Preston Byrne, a columnist for CoinDesk’s Opinion section, is a partner in Anderson Kill’s Technology, Media and Distributed Systems Group. He advises software, internet and fintech companies. His biweekly column, “Not Legal Advice,” is a roundup of pertinent legal topics in the crypto space. It is most definitely not legal advice.
At the tail end of last week, the U.S. Securities and Exchange Commission (SEC) filed a motion for summary judgment in its litigation against Kik.
By way of background, Kik was a (failing) instant messenger product backed by a number of VCs including Union Square Ventures’ Fred Wilson, who at one point sat on the company’s board. To revive its fortunes, in 2017 the company decided to launch an $100 million Initial Coin Offering, or ICO, whereby the company offered tokens called “kin” to be used as payment tokens within a to-be-built “Kin Ecosystem” led by none other than Kik itself.
As to the sale of tokens, Kik wrote in its white paper:
In order to finance the Kin roadmap, Kik will conduct a token distribution event that will offer for sale one trillion units out of a 10 trillion unit total supply of Kin. The proceeds of the token distribution event will be used to fund operations and to deploy the Kin Foundation. A portion of the funds raised in the token distribution event will be used to execute upon the roadmap of additional feature development planned for the Kin integration into Kik.
Recalling briefly that the common-law Howey Test for determining whether a scheme is a security for the purposes of U.S. law (and therefore subject to securities regulation) is “[a] an investment, contract, or scheme involving [b] the investment of money [c] into a common enterprise with [d] the expectation of profits [e] arising from the efforts of a promoter or third party,” what Kik described in its white paper sounds like it ticks rather a lot of those boxes.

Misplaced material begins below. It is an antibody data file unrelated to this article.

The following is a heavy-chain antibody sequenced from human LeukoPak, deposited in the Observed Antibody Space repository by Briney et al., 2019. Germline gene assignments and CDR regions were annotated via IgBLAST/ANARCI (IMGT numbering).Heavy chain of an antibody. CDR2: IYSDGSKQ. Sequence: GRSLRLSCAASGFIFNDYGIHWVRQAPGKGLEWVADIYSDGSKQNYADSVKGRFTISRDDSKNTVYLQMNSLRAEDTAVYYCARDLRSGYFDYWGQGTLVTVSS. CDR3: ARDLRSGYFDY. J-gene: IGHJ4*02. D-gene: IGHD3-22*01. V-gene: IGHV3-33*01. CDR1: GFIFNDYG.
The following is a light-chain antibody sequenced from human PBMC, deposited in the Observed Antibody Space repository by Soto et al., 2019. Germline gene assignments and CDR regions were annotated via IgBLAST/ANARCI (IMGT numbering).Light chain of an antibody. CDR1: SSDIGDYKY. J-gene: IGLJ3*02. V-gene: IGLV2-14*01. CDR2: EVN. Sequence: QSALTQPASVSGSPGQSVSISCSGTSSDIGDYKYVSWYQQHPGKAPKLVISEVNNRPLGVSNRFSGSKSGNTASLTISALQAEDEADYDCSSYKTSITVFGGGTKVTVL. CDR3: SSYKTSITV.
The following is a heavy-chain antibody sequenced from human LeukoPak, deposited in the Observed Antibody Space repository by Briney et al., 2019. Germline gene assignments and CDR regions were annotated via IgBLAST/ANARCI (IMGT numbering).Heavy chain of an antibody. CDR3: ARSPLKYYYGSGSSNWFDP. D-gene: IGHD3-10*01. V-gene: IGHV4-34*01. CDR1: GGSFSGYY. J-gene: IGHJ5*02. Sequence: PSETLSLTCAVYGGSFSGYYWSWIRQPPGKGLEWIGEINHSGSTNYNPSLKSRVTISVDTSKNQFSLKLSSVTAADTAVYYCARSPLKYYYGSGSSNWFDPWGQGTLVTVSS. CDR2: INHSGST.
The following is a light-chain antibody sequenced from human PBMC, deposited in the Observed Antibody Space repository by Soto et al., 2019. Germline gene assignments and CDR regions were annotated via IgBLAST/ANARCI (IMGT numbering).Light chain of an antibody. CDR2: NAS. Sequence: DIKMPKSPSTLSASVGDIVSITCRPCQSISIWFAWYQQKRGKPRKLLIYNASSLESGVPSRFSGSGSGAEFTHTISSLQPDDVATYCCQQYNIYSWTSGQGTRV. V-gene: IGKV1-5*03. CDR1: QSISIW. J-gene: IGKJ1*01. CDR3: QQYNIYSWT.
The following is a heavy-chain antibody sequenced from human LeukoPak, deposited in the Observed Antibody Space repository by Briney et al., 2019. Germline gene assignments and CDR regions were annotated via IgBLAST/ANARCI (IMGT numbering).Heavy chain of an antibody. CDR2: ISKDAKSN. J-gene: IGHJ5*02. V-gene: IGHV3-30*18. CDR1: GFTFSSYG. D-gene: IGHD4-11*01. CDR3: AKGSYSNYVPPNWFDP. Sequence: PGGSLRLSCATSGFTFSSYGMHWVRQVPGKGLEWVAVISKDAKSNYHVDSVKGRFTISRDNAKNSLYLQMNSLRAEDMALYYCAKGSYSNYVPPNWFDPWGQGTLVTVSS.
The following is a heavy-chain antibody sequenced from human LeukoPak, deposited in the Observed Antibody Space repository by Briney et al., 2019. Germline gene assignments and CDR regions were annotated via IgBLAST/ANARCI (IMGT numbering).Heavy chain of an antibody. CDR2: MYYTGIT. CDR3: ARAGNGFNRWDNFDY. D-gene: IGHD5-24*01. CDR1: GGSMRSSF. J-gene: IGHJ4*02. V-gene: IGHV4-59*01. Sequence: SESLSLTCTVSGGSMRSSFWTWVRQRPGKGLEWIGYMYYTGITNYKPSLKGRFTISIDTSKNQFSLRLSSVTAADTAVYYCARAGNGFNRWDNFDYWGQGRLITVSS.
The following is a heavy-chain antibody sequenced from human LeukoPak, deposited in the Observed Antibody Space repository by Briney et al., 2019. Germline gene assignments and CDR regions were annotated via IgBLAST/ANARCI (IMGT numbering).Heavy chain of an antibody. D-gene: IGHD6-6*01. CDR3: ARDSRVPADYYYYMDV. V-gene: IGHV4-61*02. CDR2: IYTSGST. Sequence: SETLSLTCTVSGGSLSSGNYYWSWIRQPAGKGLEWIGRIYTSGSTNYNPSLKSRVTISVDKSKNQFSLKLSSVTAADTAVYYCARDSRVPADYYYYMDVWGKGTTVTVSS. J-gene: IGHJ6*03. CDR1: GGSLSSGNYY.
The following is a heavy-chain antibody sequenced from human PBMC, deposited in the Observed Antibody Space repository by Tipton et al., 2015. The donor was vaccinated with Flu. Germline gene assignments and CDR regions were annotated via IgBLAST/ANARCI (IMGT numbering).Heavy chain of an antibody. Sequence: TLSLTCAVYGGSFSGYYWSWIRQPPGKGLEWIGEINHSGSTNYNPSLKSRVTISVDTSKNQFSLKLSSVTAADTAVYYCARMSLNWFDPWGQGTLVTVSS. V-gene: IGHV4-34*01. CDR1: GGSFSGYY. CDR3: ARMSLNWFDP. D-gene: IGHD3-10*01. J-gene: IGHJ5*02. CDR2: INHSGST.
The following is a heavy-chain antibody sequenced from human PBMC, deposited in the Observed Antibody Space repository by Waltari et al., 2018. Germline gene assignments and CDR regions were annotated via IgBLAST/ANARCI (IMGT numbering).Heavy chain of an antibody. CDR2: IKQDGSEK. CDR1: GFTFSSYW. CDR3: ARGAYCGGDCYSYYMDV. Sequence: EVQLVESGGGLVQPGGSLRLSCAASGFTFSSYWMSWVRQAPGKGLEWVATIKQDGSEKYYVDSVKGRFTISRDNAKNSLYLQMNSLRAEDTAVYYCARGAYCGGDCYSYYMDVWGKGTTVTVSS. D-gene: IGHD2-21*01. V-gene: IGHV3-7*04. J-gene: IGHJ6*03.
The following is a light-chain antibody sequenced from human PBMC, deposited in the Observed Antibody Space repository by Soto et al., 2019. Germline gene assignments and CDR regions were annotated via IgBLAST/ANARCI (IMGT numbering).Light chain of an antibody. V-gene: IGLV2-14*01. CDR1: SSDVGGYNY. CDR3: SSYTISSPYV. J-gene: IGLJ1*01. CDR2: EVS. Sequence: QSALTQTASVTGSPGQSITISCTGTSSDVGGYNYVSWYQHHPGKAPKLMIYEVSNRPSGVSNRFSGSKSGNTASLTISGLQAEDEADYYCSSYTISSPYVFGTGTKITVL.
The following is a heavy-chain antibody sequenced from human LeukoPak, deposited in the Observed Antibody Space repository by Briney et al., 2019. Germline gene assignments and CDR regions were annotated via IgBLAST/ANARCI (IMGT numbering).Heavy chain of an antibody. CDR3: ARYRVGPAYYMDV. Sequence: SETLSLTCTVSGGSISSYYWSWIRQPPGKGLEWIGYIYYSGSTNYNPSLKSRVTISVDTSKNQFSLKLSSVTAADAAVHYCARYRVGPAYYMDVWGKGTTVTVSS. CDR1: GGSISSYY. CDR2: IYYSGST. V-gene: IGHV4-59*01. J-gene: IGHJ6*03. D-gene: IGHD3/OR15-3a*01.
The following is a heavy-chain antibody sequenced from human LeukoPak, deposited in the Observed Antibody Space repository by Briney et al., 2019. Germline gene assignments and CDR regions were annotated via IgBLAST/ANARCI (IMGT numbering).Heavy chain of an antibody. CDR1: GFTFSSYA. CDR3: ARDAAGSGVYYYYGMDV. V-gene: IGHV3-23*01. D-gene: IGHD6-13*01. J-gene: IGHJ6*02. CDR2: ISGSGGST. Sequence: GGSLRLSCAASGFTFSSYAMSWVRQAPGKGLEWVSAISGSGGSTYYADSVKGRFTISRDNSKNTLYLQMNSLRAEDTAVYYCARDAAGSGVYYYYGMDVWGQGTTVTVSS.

Suffice it to say, Kik disagrees with that assessment, arguing purchasers of kin neither (a) were investing in a common enterprise nor (b) were they done with the expectation of profits nor (c) were they made to the investing public, being conducted under a private placement exemption under Rule 506(c) of Regulation D under a contract for the sale of tokens known as a Simple Agreement for Future Tokens, or a “SAFT” for short.
The SAFT, for those of you who have not seen one, is a contract that forms part of a two-step coin issuance structure pioneered by a number of white shoe law firms in New York back in the 2017-18 period.
The SAFT allowed token issuers to sell a promise of future token delivery to investors rather than selling the tokens themselves to investors. The logic behind this approach was selling tokens directly to investors ran the risk of turning those tokens into securities for the purposes of U.S. law, with attendant regulatory consequences. As the legal status of tokens sold directly for investment purposes was, at least among firms whose books of business swelled with token issuers, uncertain back in 2016-17, the SAFT promised certainty to investors by treating at least the initial transaction unambiguously as a securities offering.
On delivery of a functional network at a later date, when the note converted into tokens, the tokens would lose their character as securities and instead became “utility tokens.” At that point, they would function as, and be regulated as, any other licensed software product, save that these “utility tokens” would be run on decentralized networks rather than being used to purchase software from a central provider.